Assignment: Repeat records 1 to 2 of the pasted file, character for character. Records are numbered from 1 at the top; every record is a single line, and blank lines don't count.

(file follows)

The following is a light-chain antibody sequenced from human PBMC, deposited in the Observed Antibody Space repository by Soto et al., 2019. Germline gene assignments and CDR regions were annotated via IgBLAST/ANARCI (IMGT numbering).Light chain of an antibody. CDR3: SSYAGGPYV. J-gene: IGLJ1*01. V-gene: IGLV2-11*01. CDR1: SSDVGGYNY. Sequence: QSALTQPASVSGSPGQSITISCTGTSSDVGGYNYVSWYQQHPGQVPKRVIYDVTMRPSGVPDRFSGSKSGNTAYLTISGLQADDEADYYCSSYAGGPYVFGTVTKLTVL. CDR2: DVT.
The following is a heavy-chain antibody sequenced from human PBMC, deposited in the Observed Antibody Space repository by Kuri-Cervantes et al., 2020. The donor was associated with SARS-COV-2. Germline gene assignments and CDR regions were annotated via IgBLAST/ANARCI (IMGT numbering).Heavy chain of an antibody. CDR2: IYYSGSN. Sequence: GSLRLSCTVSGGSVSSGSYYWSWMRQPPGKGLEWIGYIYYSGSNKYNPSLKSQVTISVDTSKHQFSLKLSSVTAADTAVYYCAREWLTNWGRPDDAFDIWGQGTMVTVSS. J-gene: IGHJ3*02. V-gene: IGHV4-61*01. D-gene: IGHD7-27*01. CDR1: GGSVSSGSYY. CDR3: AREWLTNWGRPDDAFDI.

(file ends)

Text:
The following is a light-chain antibody sequenced from human PBMC, deposited in the Observed Antibody Space repository by Soto et al., 2019. Germline gene assignments and CDR regions were annotated via IgBLAST/ANARCI (IMGT numbering).Light chain of an antibody. CDR3: SSYAGGPYV. J-gene: IGLJ1*01. V-gene: IGLV2-11*01. CDR1: SSDVGGYNY. Sequence: QSALTQPASVSGSPGQSITISCTGTSSDVGGYNYVSWYQQHPGQVPKRVIYDVTMRPSGVPDRFSGSKSGNTAYLTISGLQADDEADYYCSSYAGGPYVFGTVTKLTVL. CDR2: DVT.
The following is a heavy-chain antibody sequenced from human PBMC, deposited in the Observed Antibody Space repository by Kuri-Cervantes et al., 2020. The donor was associated with SARS-COV-2. Germline gene assignments and CDR regions were annotated via IgBLAST/ANARCI (IMGT numbering).Heavy chain of an antibody. CDR2: IYYSGSN. Sequence: GSLRLSCTVSGGSVSSGSYYWSWMRQPPGKGLEWIGYIYYSGSNKYNPSLKSQVTISVDTSKHQFSLKLSSVTAADTAVYYCAREWLTNWGRPDDAFDIWGQGTMVTVSS. J-gene: IGHJ3*02. V-gene: IGHV4-61*01. D-gene: IGHD7-27*01. CDR1: GGSVSSGSYY. CDR3: AREWLTNWGRPDDAFDI.